Wyoming toad

Wyoming toad
Sara Armstrong / USFWS Mountain-Prairie

A private property owner has donated 41 acres of land to the city of Laramie where about 200 endangered Wyoming toads were recently released. The landowner originally agreed to a safe harbor agreement with the Laramie Rivers Conservation District, meaning the owner can release an endangered species on their land without worrying about accidentally killing some. 

A Wyoming toad about to be released
Cooper McKim / Wyoming Public Radio

A wildlife refuge near Laramie is expanding by nearly 600 acres. The Mortenson Lake National Wildlife Refuge is one home to reintroduction efforts of the endangered Wyoming toad, whose population crashed in the mid-1970s. The amphibians have since been brought back to the area where they are beginning to breed in the wild.

Volunteers carrying toads down to Mortenson Lake
Cooper McKim / Wyoming Public Radio

The Endangered Species Act is threatened. Or at least facing significant reform. Momentum in Congress and in western states is building to make changes to the landmark regulation that protects threatened animal and plant species and their habitats. 

Melodie Edwards

  

On the shore next to the Buford Ranch pond in early June, clear plastic tubs sit in stacks with little ordinary-looking, brown speckled toads visible inside climbing the walls, trying to escape. And escape is exactly what a crowd of people—private landowners, environmental groups and federal and state agencies—have all gathered here today to help the toads do.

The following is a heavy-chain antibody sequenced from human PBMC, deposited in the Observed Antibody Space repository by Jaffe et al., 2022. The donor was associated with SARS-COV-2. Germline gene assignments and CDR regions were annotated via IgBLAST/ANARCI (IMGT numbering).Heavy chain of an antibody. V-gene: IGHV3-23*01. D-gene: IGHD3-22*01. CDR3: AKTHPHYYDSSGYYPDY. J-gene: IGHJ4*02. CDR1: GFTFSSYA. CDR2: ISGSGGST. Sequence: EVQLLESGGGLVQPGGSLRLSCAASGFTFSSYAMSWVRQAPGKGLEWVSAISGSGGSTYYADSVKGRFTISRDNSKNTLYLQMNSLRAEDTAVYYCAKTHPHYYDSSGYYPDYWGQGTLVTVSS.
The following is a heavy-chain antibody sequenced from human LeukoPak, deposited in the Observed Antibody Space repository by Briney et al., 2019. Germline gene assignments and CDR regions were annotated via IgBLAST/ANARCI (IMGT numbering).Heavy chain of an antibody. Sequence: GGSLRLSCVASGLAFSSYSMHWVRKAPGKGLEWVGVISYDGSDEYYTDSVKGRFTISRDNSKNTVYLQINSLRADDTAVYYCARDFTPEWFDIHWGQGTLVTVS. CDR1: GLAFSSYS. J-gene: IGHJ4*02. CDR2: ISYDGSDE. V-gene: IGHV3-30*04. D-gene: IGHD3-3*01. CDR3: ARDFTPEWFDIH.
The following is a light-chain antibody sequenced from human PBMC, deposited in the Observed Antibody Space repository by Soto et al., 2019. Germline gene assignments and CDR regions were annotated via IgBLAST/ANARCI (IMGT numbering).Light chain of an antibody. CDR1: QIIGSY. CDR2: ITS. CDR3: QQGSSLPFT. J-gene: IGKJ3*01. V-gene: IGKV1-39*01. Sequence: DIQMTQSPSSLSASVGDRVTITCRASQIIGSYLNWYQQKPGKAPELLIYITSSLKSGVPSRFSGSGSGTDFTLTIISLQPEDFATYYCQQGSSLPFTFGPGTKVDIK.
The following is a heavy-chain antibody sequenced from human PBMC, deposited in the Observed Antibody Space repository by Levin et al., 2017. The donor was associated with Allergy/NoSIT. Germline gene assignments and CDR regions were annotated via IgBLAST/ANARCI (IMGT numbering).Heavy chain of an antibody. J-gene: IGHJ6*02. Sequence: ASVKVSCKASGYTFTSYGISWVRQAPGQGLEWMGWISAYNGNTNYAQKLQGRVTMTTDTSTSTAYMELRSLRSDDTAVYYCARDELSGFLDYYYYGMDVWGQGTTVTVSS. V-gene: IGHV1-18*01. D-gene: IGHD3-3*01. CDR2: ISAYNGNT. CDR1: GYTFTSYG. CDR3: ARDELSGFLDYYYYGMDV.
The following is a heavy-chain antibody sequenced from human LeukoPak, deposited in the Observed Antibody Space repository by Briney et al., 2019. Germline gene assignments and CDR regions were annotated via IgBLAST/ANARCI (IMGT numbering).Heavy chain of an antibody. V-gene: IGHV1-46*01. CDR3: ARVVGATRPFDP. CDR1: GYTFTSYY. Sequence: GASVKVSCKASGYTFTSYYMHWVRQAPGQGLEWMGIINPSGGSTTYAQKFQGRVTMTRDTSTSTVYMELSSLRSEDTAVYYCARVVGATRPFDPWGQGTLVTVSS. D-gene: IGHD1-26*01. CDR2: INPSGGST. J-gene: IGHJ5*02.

Wikipedia Creative Commons

With only a few hundred in existence, the U.S. Fish and Wildlife Service plans to release over 900 adult Wyoming toads onto land west of Laramie on Wednesday. U.S. Fish and Wildlife Service Recovery Coordinator Doug Keinath says there’s a lot riding on the release because of how rare this toad is.

“It’s extremely rare. It’s considered one of the most endangered amphibians in North America, if not the most endangered amphibian in North America. It only occurs within the Laramie Basin. So within 30 miles or so of Laramie is the entire global range of the Wyoming Toad.”

The Modern West 4: The Good, The Bad, And The Endangered

Sep 14, 2015
Jeannie Stafford / USFWS

  

Wyoming’s human population is low—and its animal population is high. But that doesn’t mean they don’t clash. This month: endangered species in The Modern West.

USFWS Mountain-Prairie / Flickr

The endangered Wyoming Toad’s population numbers could get a boost from a new plan from the U.S. Fish and Wildlife Service.

The Wyoming Toad is the most endangered amphibian in North American, and lives only in Albany County.

The toad’s numbers started decreasing in the 1970s, for reasons mostly unknown. Now, the U.S. Fish and Wildlife Service has proposed a plan that would allow landowners in key habitat areas to either sell their land to the agency, or forfeit future development rights to their land in return for financial reimbursement and habitat monitoring.

Wikimedia Commons

Wyoming's top 131 most vulnerable species are identified in a new study put together by the Nature Conservancy, Wyoming Game and Fish and the Wyoming Natural Diversity Database. Senior Zoologist Doug Keinath with the Diversity Database says the goal of the study was not to place blame, but instead to give the state a heads up before certain species require emergency rescue measures, the way the greater sage grouse has. 

He says the state should keep an especially close eye on amphibians.